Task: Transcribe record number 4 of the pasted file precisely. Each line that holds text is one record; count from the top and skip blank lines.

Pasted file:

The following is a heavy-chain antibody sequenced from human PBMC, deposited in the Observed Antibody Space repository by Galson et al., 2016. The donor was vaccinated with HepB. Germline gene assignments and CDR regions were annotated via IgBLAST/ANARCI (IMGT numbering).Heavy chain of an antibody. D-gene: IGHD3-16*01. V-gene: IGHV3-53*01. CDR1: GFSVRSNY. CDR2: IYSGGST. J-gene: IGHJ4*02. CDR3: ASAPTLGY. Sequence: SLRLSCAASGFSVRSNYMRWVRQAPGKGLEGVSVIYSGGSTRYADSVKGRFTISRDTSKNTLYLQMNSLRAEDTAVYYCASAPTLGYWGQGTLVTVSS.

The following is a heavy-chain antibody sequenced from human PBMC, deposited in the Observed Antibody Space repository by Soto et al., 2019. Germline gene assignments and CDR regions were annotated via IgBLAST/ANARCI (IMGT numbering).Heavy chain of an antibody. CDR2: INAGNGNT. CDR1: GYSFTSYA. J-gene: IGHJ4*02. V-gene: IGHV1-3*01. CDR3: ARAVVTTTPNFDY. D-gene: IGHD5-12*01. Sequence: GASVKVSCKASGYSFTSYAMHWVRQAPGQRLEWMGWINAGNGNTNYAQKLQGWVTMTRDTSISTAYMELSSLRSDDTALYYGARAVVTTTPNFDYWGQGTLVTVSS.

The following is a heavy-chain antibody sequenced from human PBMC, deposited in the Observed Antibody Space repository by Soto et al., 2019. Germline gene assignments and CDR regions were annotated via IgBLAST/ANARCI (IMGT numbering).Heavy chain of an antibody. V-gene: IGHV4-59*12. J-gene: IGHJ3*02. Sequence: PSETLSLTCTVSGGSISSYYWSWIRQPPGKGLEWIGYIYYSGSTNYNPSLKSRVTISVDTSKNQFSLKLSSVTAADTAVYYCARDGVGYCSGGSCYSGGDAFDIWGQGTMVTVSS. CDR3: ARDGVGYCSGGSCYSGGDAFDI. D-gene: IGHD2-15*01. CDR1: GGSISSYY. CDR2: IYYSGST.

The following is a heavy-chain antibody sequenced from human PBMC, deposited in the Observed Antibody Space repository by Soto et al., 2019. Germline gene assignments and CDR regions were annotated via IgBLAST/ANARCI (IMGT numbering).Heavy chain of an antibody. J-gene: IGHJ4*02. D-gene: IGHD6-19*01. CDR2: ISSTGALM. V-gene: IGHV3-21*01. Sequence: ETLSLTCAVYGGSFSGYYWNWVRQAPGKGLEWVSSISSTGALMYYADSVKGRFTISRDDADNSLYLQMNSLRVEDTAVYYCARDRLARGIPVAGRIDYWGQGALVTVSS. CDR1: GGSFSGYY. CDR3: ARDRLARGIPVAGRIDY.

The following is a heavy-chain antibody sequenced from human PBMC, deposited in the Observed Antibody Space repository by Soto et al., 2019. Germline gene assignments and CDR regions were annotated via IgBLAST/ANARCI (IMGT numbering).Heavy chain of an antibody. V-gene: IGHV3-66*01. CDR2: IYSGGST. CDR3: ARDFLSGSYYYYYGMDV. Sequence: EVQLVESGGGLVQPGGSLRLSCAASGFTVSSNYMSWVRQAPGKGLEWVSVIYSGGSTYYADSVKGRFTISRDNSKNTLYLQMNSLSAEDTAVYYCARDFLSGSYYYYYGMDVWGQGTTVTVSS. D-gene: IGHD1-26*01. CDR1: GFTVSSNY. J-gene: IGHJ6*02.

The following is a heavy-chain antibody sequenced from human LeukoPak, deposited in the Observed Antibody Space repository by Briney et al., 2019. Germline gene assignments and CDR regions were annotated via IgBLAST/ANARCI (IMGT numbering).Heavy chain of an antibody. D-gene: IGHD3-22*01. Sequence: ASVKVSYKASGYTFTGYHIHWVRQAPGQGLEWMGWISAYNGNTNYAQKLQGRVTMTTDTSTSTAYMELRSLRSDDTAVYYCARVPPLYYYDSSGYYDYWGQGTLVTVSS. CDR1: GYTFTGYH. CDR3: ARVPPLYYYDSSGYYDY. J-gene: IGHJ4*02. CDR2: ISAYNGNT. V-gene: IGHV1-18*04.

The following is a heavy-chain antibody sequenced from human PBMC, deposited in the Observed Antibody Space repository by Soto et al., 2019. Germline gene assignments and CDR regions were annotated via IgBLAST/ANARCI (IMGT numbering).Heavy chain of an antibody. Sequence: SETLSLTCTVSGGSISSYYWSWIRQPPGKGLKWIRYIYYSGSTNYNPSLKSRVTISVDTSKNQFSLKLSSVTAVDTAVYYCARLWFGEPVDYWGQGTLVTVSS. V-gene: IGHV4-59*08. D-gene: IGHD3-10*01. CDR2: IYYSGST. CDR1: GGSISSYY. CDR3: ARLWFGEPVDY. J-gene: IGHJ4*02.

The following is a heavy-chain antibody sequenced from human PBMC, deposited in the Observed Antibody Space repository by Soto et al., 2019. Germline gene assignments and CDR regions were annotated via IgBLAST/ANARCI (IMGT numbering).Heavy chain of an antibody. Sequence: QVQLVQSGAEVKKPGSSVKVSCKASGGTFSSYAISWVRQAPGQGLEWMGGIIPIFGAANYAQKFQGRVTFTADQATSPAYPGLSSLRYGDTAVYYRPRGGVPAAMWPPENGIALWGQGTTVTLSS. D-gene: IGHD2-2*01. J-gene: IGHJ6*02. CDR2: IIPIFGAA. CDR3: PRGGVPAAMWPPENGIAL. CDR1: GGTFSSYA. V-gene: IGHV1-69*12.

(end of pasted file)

The following is a heavy-chain antibody sequenced from human PBMC, deposited in the Observed Antibody Space repository by Soto et al., 2019. Germline gene assignments and CDR regions were annotated via IgBLAST/ANARCI (IMGT numbering).Heavy chain of an antibody. J-gene: IGHJ4*02. D-gene: IGHD6-19*01. CDR2: ISSTGALM. V-gene: IGHV3-21*01. Sequence: ETLSLTCAVYGGSFSGYYWNWVRQAPGKGLEWVSSISSTGALMYYADSVKGRFTISRDDADNSLYLQMNSLRVEDTAVYYCARDRLARGIPVAGRIDYWGQGALVTVSS. CDR1: GGSFSGYY. CDR3: ARDRLARGIPVAGRIDY.